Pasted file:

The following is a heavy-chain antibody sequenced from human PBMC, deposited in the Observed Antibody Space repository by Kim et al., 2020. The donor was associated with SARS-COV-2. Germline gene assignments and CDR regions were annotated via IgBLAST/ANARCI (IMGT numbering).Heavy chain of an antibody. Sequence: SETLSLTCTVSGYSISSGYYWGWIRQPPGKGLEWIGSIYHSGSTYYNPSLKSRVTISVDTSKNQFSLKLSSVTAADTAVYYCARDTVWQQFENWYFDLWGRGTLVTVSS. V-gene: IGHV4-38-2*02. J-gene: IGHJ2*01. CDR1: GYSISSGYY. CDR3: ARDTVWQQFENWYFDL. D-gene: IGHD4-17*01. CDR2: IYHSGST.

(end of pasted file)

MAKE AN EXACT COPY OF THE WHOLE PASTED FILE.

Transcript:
The following is a heavy-chain antibody sequenced from human PBMC, deposited in the Observed Antibody Space repository by Kim et al., 2020. The donor was associated with SARS-COV-2. Germline gene assignments and CDR regions were annotated via IgBLAST/ANARCI (IMGT numbering).Heavy chain of an antibody. Sequence: SETLSLTCTVSGYSISSGYYWGWIRQPPGKGLEWIGSIYHSGSTYYNPSLKSRVTISVDTSKNQFSLKLSSVTAADTAVYYCARDTVWQQFENWYFDLWGRGTLVTVSS. V-gene: IGHV4-38-2*02. J-gene: IGHJ2*01. CDR1: GYSISSGYY. CDR3: ARDTVWQQFENWYFDL. D-gene: IGHD4-17*01. CDR2: IYHSGST.